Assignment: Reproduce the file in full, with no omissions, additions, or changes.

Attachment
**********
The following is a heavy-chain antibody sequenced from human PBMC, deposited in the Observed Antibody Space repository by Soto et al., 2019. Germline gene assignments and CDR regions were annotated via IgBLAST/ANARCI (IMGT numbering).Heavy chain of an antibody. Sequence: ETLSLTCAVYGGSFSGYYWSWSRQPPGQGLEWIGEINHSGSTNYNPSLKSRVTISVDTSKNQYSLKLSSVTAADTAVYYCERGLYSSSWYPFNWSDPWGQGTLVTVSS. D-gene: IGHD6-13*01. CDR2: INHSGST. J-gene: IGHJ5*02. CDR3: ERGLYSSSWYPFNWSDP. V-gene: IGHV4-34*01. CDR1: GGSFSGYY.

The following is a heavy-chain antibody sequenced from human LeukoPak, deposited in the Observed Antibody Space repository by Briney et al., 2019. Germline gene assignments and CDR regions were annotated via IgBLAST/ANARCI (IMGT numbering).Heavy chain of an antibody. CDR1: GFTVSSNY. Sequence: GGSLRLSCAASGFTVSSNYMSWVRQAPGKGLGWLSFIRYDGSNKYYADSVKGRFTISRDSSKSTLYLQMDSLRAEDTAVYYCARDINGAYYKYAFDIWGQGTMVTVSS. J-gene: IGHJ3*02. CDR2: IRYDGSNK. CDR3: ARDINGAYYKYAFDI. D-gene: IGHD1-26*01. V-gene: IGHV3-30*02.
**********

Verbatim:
The following is a heavy-chain antibody sequenced from human PBMC, deposited in the Observed Antibody Space repository by Soto et al., 2019. Germline gene assignments and CDR regions were annotated via IgBLAST/ANARCI (IMGT numbering).Heavy chain of an antibody. Sequence: ETLSLTCAVYGGSFSGYYWSWSRQPPGQGLEWIGEINHSGSTNYNPSLKSRVTISVDTSKNQYSLKLSSVTAADTAVYYCERGLYSSSWYPFNWSDPWGQGTLVTVSS. D-gene: IGHD6-13*01. CDR2: INHSGST. J-gene: IGHJ5*02. CDR3: ERGLYSSSWYPFNWSDP. V-gene: IGHV4-34*01. CDR1: GGSFSGYY.

The following is a heavy-chain antibody sequenced from human LeukoPak, deposited in the Observed Antibody Space repository by Briney et al., 2019. Germline gene assignments and CDR regions were annotated via IgBLAST/ANARCI (IMGT numbering).Heavy chain of an antibody. CDR1: GFTVSSNY. Sequence: GGSLRLSCAASGFTVSSNYMSWVRQAPGKGLGWLSFIRYDGSNKYYADSVKGRFTISRDSSKSTLYLQMDSLRAEDTAVYYCARDINGAYYKYAFDIWGQGTMVTVSS. J-gene: IGHJ3*02. CDR2: IRYDGSNK. CDR3: ARDINGAYYKYAFDI. D-gene: IGHD1-26*01. V-gene: IGHV3-30*02.